Bacterial Vaginosis in Pregnancy – Symptoms, Causes and Treatment

Pregnancy is an experience… we would rather say a very interesting health journey that changes a woman’s life forever. Although, the outcome of these 9 months is a cherubic little human, it does come with lots of ups and downs. Stress, infection, hormonal changes, aches etc. are part and parcel of pregnancy. One of them is Bacterial Vaginosis that 10% – 30% of pregnant women suffer from.

Should Bacterial Vaginosis Concern a Pregnant Woman?

Not really!! Bacterial Vaginosis (BV) is a mild bacterial infection of the vagina that is caused by imbalance of good bacteria present in the vagina.

Our vagina contains certain ‘Good’ bacteria that keep our vulva and vaginal canal free from infections, caused by bad bacteria. During pregnancy, the hormonal changes may disrupt the growth of Good bacteria and when they grow less in numbers, the bad bacteria overpowers them and causes BV. This isn’t a sexually transmitted infection, but it’s linked with intercourse during pregnancy.

Bacterial Vaginosis in Pregnancy

Causes of Bacterial Vaginosis?

Bacterial vaginosis is usually a mild infection that goes away on its own in few days. However, at times it may grow into a serious issue if left untreated. So if symptoms persist more than a week, it is a good idea to consult your doctor.

Although, there is no clear reason as to why it happens. However, certain activities or things may trigger it to cause. Some of these activities or reasoning include: vaginal sex during pregnancy, having sex with more than one partner or vaginal douching. BV is not transmitted sexually, but since it is related to intercourse, it could be categorised in many STD’s columns.

Bacterial Vaginosis is common in women in general and is not specific to pregnant women only.

Symptoms of Bacterial Vaginosis during Pregnancy?

The common symptom of this condition is smelly vaginal discharge. During pregnancy vaginal discharge is very natural. However, it is odourless and milky white in colour. So you don’t have to get all worked up just because there’s a discharge.

Pregnant women with Bacterial Vaginosis will see grayish white or yellow coloured vaginal discharge. Another sign of BV is a ‘fishy smell’ along with thin liquid, especially after sexual intercourse.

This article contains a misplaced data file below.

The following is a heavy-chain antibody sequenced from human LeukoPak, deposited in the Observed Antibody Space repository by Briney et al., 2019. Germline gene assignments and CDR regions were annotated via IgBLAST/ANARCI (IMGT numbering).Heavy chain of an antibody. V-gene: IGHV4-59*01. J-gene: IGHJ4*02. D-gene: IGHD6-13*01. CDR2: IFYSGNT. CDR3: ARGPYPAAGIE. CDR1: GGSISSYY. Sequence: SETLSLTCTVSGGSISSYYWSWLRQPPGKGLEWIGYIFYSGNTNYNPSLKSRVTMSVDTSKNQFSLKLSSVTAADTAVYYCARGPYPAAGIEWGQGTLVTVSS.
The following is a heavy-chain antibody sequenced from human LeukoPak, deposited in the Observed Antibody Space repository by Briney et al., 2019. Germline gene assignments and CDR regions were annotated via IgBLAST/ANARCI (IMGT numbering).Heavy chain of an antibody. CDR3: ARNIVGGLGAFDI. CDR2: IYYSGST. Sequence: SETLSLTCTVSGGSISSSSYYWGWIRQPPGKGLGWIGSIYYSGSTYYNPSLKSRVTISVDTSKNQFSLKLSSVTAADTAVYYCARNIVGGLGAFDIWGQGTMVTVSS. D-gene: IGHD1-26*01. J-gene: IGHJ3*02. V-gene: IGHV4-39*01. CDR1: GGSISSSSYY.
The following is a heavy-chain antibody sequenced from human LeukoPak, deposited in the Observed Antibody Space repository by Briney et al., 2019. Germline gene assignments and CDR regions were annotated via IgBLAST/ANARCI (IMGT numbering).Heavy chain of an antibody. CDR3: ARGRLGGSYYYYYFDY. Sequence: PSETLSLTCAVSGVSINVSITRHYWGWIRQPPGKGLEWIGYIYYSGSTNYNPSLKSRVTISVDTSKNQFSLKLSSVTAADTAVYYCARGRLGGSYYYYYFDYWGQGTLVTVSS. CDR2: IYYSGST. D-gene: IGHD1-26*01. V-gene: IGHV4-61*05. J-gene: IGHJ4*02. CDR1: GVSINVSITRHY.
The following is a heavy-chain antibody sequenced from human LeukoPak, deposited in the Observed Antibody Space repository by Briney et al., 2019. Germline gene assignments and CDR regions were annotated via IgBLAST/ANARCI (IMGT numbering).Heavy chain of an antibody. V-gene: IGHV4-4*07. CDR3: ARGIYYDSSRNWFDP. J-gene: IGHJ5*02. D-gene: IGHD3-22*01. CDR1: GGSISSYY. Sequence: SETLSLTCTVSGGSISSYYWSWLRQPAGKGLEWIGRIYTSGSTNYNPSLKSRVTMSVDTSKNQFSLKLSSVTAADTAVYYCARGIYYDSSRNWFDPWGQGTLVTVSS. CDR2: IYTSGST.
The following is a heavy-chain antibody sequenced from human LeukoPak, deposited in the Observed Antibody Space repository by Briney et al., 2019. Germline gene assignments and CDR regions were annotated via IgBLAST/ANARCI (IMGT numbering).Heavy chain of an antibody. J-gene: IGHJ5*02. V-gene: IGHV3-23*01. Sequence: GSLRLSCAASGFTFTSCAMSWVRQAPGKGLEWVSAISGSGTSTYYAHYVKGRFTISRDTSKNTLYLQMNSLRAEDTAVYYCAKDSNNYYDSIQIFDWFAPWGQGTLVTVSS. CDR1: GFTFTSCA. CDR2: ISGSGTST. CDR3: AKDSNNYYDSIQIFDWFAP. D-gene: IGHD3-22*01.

Most often bacterial vaginosis during pregnancy goes unnoticed and without any symptoms.

If you are not pregnant, yet you get abnormal vaginal discharge, it is not always linked to BV. Sometimes other infections, including certain STIs and yeast infection will produce similar symptoms.

How Will Bacterial Vaginosis Affect Women During Pregnancy?

It usually doesn’t have any serious health implications, unless;

  1. If you are pregnant, BV increases the risks of preterm labour or early delivery, miscarriage and uterine infection post-delivery.
  1. Other studies also show that BV is associated with low birth weights and premature rupture of membranes.
  1. If you are suffering from Bacterial Vaginosis when you are going through a caesarean delivery, an abortion or a hysterectomy, and any other gynaecological surgery, you will be prone to develop pelvic infections such as pelvic inflammatory disease (PID) or endometris.
  1. Women who already have bacterial vaginosis have an increased risk of becoming infected with STDs, including HIV when they are exposed to such sexually transmitted infections.

Diagnosis and Treatment

Diagnosis for Bacterial Vaginosis is done based on the symptoms, patient’s history, a vaginal examination and a sample test of vaginal discharge.

Lab test is the most accurate detector for BV. There are 3 common types of lab test for BV;

  1. Wet Mount – Sample is mixed with salt to check the white blood cells for ‘clue cells’
  2. Vaginal pH Test – Vaginal pH rise higher in BV (above 4.5)
  3. Whiff Test – Sample is mixed with potassium hydroxide to find if ‘fishy smell’ is produced.

Generally, pregnant women are not routinely screened or tested for Bacterial Vaginosis, unless there are symptoms. Then it becomes a compulsion. As per to U.S Centers for Disease Control and Prevention (CDC), it is important for women who have had previous preterm labour to get screened for BV.

Treating BV will lower the risks of serious infection if you are planning to have a hysterectomy or any gynaecological surgery.

For most women Bacterial Vaginosis goes away without any treatment. But treatments usually include specific dosage of oral antibiotics or topical ointments.

However, although the symptoms go away after treatment, it often recurs. So, your doctor may give higher dosage of antibiotics for bacterial vaginosis if you are:

  • Pregnant and have symptoms
  • If BV is recurring
  • If you are planning to have a surgery to eliminate the risks of pelvic complications


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